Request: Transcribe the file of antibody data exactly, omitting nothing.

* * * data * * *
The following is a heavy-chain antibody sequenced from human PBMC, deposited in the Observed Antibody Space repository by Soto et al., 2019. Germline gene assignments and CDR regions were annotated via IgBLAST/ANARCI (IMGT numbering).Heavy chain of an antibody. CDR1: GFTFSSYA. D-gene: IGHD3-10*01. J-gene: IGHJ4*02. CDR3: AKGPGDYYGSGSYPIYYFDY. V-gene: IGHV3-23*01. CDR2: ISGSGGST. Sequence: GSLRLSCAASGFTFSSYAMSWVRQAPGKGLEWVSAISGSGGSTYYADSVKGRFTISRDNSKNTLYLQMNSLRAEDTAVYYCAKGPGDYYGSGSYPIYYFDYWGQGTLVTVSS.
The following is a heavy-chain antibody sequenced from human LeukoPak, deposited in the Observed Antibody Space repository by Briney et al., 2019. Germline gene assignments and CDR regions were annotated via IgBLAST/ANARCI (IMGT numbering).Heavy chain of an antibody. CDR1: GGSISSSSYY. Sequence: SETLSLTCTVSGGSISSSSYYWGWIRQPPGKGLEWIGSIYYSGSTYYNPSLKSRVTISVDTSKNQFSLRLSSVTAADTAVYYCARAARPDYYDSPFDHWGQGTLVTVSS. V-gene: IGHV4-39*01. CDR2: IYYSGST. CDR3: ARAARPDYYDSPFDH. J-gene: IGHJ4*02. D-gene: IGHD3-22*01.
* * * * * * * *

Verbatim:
The following is a heavy-chain antibody sequenced from human PBMC, deposited in the Observed Antibody Space repository by Soto et al., 2019. Germline gene assignments and CDR regions were annotated via IgBLAST/ANARCI (IMGT numbering).Heavy chain of an antibody. CDR1: GFTFSSYA. D-gene: IGHD3-10*01. J-gene: IGHJ4*02. CDR3: AKGPGDYYGSGSYPIYYFDY. V-gene: IGHV3-23*01. CDR2: ISGSGGST. Sequence: GSLRLSCAASGFTFSSYAMSWVRQAPGKGLEWVSAISGSGGSTYYADSVKGRFTISRDNSKNTLYLQMNSLRAEDTAVYYCAKGPGDYYGSGSYPIYYFDYWGQGTLVTVSS.
The following is a heavy-chain antibody sequenced from human LeukoPak, deposited in the Observed Antibody Space repository by Briney et al., 2019. Germline gene assignments and CDR regions were annotated via IgBLAST/ANARCI (IMGT numbering).Heavy chain of an antibody. CDR1: GGSISSSSYY. Sequence: SETLSLTCTVSGGSISSSSYYWGWIRQPPGKGLEWIGSIYYSGSTYYNPSLKSRVTISVDTSKNQFSLRLSSVTAADTAVYYCARAARPDYYDSPFDHWGQGTLVTVSS. V-gene: IGHV4-39*01. CDR2: IYYSGST. CDR3: ARAARPDYYDSPFDH. J-gene: IGHJ4*02. D-gene: IGHD3-22*01.